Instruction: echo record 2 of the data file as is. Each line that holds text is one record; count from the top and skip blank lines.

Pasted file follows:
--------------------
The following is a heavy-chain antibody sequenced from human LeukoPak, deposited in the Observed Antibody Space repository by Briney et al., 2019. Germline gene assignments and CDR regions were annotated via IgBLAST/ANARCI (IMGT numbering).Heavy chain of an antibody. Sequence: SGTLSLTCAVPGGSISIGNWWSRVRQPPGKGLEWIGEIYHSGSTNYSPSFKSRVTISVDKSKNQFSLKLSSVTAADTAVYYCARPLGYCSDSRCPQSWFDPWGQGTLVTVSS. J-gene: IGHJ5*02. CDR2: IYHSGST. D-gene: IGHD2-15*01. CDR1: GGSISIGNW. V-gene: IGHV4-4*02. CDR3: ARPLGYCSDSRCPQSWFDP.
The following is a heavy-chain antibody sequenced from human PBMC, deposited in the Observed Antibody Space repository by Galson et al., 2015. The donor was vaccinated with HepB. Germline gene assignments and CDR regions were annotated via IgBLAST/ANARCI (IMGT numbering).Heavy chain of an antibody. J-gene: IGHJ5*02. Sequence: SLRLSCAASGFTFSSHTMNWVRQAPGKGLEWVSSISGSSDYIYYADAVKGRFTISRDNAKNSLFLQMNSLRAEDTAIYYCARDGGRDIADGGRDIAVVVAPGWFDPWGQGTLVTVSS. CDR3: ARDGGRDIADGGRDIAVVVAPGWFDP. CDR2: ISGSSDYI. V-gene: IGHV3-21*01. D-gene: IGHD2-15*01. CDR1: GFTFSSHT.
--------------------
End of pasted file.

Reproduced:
The following is a heavy-chain antibody sequenced from human PBMC, deposited in the Observed Antibody Space repository by Galson et al., 2015. The donor was vaccinated with HepB. Germline gene assignments and CDR regions were annotated via IgBLAST/ANARCI (IMGT numbering).Heavy chain of an antibody. J-gene: IGHJ5*02. Sequence: SLRLSCAASGFTFSSHTMNWVRQAPGKGLEWVSSISGSSDYIYYADAVKGRFTISRDNAKNSLFLQMNSLRAEDTAIYYCARDGGRDIADGGRDIAVVVAPGWFDPWGQGTLVTVSS. CDR3: ARDGGRDIADGGRDIAVVVAPGWFDP. CDR2: ISGSSDYI. V-gene: IGHV3-21*01. D-gene: IGHD2-15*01. CDR1: GFTFSSHT.